If the market share threshold is exceeded, it may still be possible to include some form of territorial restrictions; however this will require a detailed assessment of the proposed restriction to see if it gives rise to competition law concerns.

Non-Compete Obligations

In the context of a vertical agreement, a 'non-compete obligation' is one that:

  • obliges one party not to manufacture, purchase, sell or resell goods or services which compete with the goods or services that are the subject of the agreement; or
  • obliges a buyer to purchase from the supplier more than 80% of the buyer's total purchases of the relevant goods or services.

Non-compete obligations are often considered to be crucial in many commercial arrangements but as their name suggests, such obligations may well be caught by competition law.

The competition authorities recognise that these obligations may encourage businesses to enter into commercial arrangements because they give the parties some degree of reassurance that the business can be allowed to grow. This is balanced against the restriction on competition. Provided that the market share of the party imposing the restriction is modest (ie less than 30%), and provided that the restriction does not last for more than five years, it will generally be permitted under competition law. If, however, such an obligation is to last for an indefinite duration or for more than five years or is to be automatically renewed for an indefinite period, it will raise competition law concerns. The same will be true if the non-compete obligation lasts after the agreement to which it relates has terminated. Post-termination non-compete restrictions are only permitted in very limited circumstances.

Consequences Of Breaching Competition Law

The consequences of breaching competition law can be serious and far-reaching. They may include:

  • fines of up to 10% of a business's worldwide turnover;
  • criminal prosecution of individuals involved in hard core breaches of competition law;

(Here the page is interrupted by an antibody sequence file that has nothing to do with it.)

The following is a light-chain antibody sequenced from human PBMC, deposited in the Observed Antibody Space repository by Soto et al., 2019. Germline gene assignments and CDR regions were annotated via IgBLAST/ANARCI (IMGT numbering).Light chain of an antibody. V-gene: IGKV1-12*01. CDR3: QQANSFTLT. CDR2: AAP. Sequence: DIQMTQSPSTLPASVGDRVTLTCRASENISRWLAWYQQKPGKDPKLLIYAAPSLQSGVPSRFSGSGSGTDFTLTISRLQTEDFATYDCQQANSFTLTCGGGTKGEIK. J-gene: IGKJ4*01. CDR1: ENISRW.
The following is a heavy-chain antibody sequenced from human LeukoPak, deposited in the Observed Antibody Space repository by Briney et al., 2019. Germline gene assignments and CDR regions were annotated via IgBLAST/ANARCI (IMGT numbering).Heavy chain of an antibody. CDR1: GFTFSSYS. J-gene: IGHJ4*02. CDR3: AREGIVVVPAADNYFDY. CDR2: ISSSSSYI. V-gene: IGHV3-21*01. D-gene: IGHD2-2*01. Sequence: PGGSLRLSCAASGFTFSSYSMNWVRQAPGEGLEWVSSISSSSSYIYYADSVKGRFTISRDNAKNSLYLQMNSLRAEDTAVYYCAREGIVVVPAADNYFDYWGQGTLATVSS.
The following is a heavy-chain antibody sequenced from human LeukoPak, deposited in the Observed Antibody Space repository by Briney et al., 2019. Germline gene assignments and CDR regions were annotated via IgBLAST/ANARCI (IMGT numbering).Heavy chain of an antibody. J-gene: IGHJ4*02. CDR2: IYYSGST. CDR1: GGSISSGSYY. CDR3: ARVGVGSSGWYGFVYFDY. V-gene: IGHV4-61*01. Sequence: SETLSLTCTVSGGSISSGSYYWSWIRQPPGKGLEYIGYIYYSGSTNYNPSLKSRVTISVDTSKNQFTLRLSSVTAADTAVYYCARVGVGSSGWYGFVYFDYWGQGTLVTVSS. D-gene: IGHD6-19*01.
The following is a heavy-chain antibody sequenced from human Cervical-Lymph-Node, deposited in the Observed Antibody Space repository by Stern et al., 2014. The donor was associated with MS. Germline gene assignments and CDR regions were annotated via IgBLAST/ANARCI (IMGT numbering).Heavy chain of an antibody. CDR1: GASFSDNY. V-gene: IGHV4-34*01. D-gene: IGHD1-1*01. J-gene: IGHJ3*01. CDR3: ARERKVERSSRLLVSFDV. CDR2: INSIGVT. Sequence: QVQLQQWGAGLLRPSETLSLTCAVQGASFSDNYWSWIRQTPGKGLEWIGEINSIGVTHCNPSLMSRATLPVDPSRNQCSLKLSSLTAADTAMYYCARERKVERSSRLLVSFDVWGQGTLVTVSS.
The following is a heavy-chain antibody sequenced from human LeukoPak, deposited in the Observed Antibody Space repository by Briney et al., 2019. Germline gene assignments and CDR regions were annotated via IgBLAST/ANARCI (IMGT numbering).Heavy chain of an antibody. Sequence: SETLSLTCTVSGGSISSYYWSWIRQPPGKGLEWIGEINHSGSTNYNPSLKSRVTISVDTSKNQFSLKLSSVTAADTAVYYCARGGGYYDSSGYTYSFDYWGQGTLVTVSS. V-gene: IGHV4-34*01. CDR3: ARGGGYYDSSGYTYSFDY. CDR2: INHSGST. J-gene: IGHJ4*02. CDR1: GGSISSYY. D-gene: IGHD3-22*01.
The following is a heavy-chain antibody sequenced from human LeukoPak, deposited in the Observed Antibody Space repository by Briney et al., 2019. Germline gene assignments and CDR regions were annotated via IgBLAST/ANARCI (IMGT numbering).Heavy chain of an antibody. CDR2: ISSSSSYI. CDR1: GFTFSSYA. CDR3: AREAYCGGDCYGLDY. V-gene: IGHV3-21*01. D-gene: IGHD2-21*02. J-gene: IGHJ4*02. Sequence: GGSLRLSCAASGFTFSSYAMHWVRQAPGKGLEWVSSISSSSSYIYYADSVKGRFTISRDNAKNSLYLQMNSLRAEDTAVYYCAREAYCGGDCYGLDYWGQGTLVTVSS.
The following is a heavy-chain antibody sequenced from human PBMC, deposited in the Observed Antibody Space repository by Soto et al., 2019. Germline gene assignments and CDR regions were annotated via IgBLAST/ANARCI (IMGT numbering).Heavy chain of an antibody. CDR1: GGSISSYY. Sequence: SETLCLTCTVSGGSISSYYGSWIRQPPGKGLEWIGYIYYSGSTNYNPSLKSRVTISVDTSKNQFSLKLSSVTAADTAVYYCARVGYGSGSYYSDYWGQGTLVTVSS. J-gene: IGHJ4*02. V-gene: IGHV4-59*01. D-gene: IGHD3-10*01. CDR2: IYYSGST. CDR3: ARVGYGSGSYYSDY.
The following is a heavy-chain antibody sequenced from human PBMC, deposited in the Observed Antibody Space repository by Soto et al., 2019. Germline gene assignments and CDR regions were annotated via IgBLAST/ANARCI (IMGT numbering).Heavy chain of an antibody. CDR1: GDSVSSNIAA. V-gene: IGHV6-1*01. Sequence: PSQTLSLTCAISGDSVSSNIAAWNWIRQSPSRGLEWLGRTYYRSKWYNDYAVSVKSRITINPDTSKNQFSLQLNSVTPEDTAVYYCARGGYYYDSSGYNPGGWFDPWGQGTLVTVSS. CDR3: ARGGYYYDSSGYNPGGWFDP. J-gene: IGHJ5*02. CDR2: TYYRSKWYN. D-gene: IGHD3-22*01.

• disqualification of individuals from acting as a director;
  • unenforceability of the anti-competitive agreement; and
  • third parties who have suffered loss as a result of the breach can sue for damages.

Recently, the level of fines imposed for breaching competition law has increased. In November 2008, the European Commission imposed it largest ever cartel fine of e1.384 billion on four companies in relation to the car glass cartel. In total, seven cartel decisions were issued by the Commission in 2008, with total fines of over e2.2 billion. National competition authorities also issue large fines for anti-competitive behaviour. In 2007, the OFT fined British Airways £121.5 million following the fuel surcharge cartel.

Key individuals involved in hardcore cartels may face criminal prosecution, with 2008 seeing the first criminal convictions in the UK when three individuals involved in the international marine hoses cartel were each imprisoned for terms of up to 30 months. Furthermore, the trial is expected next year of four current and former executives and managers of British Airways charged in respect of the fuel surcharge cartel.

An equally serious sanction is the fact that an anti-competitive agreement can be declared void and unenforceable. This may have far-reaching consequences for a company's commercial relationships with, for example, its suppliers and/or distributors.

There is also a growing number of private actions for damages brought by claimants alleging that they have suffered loss as a result of anti-competitive behaviour. Defending private damages actions can be costly, not only as a result of legal and other costs but also in terms of the potential damages that can be awarded. For example, the recent case brought against JJB Sports in respect of a price-fixing cartel involving the sale of football shirts saw the retailer agree to pay £20 to every purchaser of the relevant shirts. Competition authorities are keen to see an increase in third party competition litigation and are investigating ways to make it easier for claimants to launch such actions.

How Can I Protect My Business?

A key option for those seeking to protect their business against any claim that the business has been involved in a breach of competition law is to consider implementing a competition compliance programme. A robust programme with regular competition audits will help minimise the possibility of breaching competition law and limit the duration of any breach that does occur. Furthermore, if a breach of competition law is identified, the company will be in a position to manage its potential exposure, including the possibility of approaching competition authorities to seek immunity or leniency from sanctions. If a compliance programme indicates that a company has made a genuine attempt to comply with competition law, this may be a mitigating argument to put in order to apply for a reduction in any fine that may be imposed. A compliance programme may also highlight potential breaches of competition law by third parties which may enable a company to launch a claim for damages if loss has been suffered.

The content of this article is intended to provide a general guide to the subject matter. Specialist advice should be sought about your specific circumstances.